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Second order code

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Code for the estimation of Scaling Exponents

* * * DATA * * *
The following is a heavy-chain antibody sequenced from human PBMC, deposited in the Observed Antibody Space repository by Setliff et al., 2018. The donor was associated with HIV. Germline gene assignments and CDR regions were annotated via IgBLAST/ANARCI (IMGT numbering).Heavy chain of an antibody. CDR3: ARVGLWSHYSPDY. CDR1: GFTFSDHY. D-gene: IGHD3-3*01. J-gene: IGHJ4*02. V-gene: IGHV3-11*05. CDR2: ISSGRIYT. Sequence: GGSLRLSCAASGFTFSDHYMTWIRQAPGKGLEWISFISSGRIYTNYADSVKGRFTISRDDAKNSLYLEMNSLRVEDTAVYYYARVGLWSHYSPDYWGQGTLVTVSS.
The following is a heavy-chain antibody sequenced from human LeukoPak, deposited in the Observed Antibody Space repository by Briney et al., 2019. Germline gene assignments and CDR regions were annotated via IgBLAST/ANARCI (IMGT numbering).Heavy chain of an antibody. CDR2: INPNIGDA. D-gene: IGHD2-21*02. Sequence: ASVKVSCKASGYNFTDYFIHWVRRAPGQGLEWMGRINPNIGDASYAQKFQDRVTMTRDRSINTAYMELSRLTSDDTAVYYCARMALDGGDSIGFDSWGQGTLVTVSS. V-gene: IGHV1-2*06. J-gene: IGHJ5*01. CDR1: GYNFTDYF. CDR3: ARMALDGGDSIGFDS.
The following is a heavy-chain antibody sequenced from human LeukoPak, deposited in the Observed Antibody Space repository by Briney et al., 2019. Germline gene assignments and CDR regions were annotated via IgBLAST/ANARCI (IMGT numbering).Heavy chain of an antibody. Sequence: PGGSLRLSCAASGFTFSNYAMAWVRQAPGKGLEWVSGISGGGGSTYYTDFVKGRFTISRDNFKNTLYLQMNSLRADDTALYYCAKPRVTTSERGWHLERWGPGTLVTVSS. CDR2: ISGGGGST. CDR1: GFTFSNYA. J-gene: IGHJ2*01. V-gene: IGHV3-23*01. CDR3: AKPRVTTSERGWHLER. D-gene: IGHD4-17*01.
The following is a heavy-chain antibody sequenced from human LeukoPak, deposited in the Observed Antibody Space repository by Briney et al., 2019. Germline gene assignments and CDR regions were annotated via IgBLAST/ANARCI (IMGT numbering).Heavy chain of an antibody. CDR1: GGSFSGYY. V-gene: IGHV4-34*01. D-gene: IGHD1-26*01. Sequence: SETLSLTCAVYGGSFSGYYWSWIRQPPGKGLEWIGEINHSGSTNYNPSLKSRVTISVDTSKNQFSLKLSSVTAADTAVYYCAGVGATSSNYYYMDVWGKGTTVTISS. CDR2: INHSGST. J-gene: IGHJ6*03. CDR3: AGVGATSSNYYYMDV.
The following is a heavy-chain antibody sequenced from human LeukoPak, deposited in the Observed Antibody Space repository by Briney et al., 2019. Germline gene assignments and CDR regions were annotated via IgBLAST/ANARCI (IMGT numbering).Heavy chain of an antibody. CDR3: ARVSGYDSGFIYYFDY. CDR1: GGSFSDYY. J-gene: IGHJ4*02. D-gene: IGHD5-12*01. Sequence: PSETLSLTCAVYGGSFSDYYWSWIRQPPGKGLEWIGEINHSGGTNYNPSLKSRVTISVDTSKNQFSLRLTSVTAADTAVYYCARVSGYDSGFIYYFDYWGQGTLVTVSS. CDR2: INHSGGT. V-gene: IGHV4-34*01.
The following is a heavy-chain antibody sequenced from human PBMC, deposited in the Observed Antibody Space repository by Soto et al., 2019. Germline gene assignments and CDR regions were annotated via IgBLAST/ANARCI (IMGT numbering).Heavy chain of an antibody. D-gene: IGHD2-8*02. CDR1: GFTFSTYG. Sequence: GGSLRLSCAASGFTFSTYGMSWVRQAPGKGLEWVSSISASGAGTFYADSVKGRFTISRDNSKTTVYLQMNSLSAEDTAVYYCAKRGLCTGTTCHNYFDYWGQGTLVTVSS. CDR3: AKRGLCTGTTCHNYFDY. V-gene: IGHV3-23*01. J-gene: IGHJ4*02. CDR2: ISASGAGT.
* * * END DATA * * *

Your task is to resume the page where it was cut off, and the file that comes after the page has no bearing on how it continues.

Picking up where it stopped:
The Matlab (and C) routines available here allow the analysis of diverse scaling processes or time series, including Long-Range Dependent (LRD), SelfSimilar (SS), and Multiscaling (MS) processes such as Multifractals (MF). The methods are wavelet based and have been developed jointly with Patrice Abry and colleagues. The routines are entirely self contained and do not require any special Matlab toolboxes, in particular the wavelet toolkit is not used. On this page the analysis of second order scaling is given, whereas more general scaling is discussed on the MultiScaling page. As the second order case is simpler and better known, some refinements are possible which are not available with the more general MS tools, which deal with the scaling structure across moments of allorders. Second Order Tools The Matlab routines available here generate the Logscale Diagram, a wavelet analysis framework for scaling processes or time series, which in particular allows the estimation of their key parameter, the scaling exponent. The two most important cases are: Long-Range Dependent (LRD), and Self-Similar (SS) processes. Measurement of these, and other kinds of scaling, are implemented by exactly the same routines and procedure. The only difference is in the final interpretation of the resulting estimate, as explained below. Note that only the second order Logscale Diagram, and therefore second order statistics, are analysed by the routines here. Although these can be validly applied to any kind of scaling process, to examine the greater richness of scaling of Multifractals and other MultiScaling processes, higher order moments must be analysed also (see the MultiScaling page). The routines implement fully the wavelet based joint estimation of LRD described in detail in A wavelet based joint estimator for the parameters of LRD. Further papers relating to the estimator and its use can be found on my homepage. In addition the special prefiltering required in the analysis of intrinsically discrete time series (such as fGn and the well known fARIMA processes), without which errors are make on the analysis at small scales (full paper), is integrated into the routines as an option. In addition a robust routine is provided to enable the automatic selection of the lower cutoff scale of a scaling range, given the upper cutoff scale. The fundamental issues involved in the definition and selection of such a scale is discussed in this book chapter and full details are in On the Automatic Selection of the Onset of Scaling. On a slightly more general note, a useful tool in the investigation of non-stationarity is also provided. It incorporates many of the wavelet tools and scaling results such as LRD confidence intervals for mean estimates, and the statistical test for the constancy in time of scaling exponents, as described in the extended writeup. Finally, an On-Line version of the main estimation tool is also provided. This allows data to be `piped' into the wavelet filter bank, effectively allowing wavelet analysis to be performed on data of arbitrary length. This page is only intended to make the routines available and to give some basic instructions in their use and interpretation, not to provide detailed documentation or a comprehensive software support service! News of any errors found however will be gratefully received. Note that quite comprehensive comments are given at the beginning of each matlab file which answer most questions not covered below. Note that the routines are self contained and do not require any special matlab toolboxes, in particular the wavelet toolkit is not used. The Code The tarred and gzip-ed Matlab code is here. For users who have downloaded a previous release and wish to obtain the new functions, it is strongly recommended that the old versions be deleted and the entire set downloaded again, to ensure compatibility. For Unix users, after downloading first perform: > gunzip LDestimate_code.tar to decompress the file, followed by > tar -xvf LDestimate_code.tar to unwrap the functions. A directory called "Secondorder" will be created inside "Wavelet_Estimation_Tools", containing 19 `file.m' matlab files, each with a single Matlab function, and a single test data file, `fgn8.dat'. This data file, a row vector, is a sample path of fractional Gaussian noise generated by a spectral method, with H=0.8 (alpha = 0.6). Its analysis by "LDestimate" appears in the figures below. The on-line code is written in C and is entirely independent from the Matlab code. It was developed by Matthew Roughan, Alex Stiessel and Darryl Veitch. After unpacking a subdirectory "On-Line" will appear inside "Wavelet_Estimation_Tools" with 6 files. For windows users, try using winzip to unpack the files. Copyright, conditions of use The code is made freely available for non-commercial use only, specifically for research and teaching purposes, provided that the copyright headers at the head of each file are not removed, and suitable citation is made in published work using the routine(s). No responsibility is taken for any errors in the code. The headers in the files contain copyright dates and authors on an individual basis. In addition there is a copyright on the collection as made available here, dated 3 June 2001.